UVM hosts Translating Identity Conference

UVM hosts Translating Identity Conference

Kassondra Little, Senior Staff Writer

Participants in the 2017 Translating Identity Conference gathered at the Davis Center to learn about issues affecting the transgender community.

The conference returned to UVM for its 15th year and was held Oct. 14.

TIC is organized to support the transgender community and the expression of gender identity, according to the conference’s program.

This year, the keynote speaker was Chris Mosier, United States Olympian who was the first out trans-athlete to make the U.S. national sprint duathlon team.

“The reason why I am out and visible as a transgender man, as a transgender athlete, is because I want to be the person I wish I had when I was younger,” Mosier said in his speech.

Since he was a child, Mosier felt that he always identified as an athlete and as a competitive person, he said.

When Mosier won his first triathlon. However, he began to feel his identity was at odds with his sport, he said.

Mosier delayed his transition for a year in fear of losing his ability to compete, he said.

The conference included seminar sessions that addressed issues like “Trans-Inclusive Health Care: Beyond the Basics” and “Making Systems that Work for Trans People Too.”

In addition to supporting transgender individuals, TIC is also open to those who identify as cisgender and want to learn about how to grow as allies.

The conference included an on-call counselor through Counseling and Psychiatry Services, free and anonymous HIV testing, a self care space and a youth space for the entire day of the event, according to the program.

“TIC is unique in the way that it brings together hundreds of people who are passionate about trans identities, issues and rights,” said Emily Howe ’15, Office Manager in the Office of Student and Community Relations.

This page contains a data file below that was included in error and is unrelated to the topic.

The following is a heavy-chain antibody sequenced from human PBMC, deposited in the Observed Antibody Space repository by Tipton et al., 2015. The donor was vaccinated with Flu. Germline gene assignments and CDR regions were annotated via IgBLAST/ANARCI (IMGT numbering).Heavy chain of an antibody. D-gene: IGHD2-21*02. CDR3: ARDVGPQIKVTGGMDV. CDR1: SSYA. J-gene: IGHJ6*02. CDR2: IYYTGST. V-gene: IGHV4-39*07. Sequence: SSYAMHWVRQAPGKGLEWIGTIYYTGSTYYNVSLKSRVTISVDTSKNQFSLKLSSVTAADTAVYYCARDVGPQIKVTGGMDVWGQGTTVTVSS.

Howe first attended the conference in 2013 as an undergraduate, she said.

Now, she is on the planning committee and presented at the conference.

“The representation and visibility that comes from this event is just incredible to see,” Howe said.

Sophomore Jordan Ciccone attended the event and praised the environment it created.

“It’s an amazing space for literally anyone, whether people are coming to learn about gender and identity expression or sexuality expression and how these intersect,” Ciccone said.

In addition to being an Olympic athlete, Mosier also founded Transathlete.com, which is a resource for trans-inclusive policies in athletics, according to his website.

Mosier is the vice president of program development and community relations for You Can Play, an organization focused on safe inclusion in all sports, according to his website.

“Part of my activism is waking up everyday. Part of my activism is being my authentic self and letting people get to know me…and see that I am a normal person,” Mosier said.

Those who are interested in helping plan TIC 2018 or would like to volunteer or present at the conference next year should email [email protected], Howe said.